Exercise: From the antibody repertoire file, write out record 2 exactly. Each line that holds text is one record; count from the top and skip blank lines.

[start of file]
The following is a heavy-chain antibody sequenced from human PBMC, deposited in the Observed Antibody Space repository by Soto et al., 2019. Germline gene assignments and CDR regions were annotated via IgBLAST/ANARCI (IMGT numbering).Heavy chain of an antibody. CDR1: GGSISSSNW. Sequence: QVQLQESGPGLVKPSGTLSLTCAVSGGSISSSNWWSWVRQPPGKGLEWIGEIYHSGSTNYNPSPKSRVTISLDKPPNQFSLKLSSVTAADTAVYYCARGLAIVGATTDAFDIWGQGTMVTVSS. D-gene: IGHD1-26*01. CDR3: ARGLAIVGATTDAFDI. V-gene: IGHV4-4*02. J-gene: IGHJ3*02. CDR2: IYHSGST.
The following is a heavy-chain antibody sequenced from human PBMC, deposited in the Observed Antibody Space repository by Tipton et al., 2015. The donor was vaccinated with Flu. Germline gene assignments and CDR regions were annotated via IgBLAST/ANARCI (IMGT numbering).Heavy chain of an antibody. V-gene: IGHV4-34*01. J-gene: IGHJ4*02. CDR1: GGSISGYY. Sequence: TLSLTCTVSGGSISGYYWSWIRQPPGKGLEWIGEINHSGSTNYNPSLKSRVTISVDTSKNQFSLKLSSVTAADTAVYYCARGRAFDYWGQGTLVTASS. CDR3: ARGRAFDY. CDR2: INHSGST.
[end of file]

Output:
The following is a heavy-chain antibody sequenced from human PBMC, deposited in the Observed Antibody Space repository by Tipton et al., 2015. The donor was vaccinated with Flu. Germline gene assignments and CDR regions were annotated via IgBLAST/ANARCI (IMGT numbering).Heavy chain of an antibody. V-gene: IGHV4-34*01. J-gene: IGHJ4*02. CDR1: GGSISGYY. Sequence: TLSLTCTVSGGSISGYYWSWIRQPPGKGLEWIGEINHSGSTNYNPSLKSRVTISVDTSKNQFSLKLSSVTAADTAVYYCARGRAFDYWGQGTLVTASS. CDR3: ARGRAFDY. CDR2: INHSGST.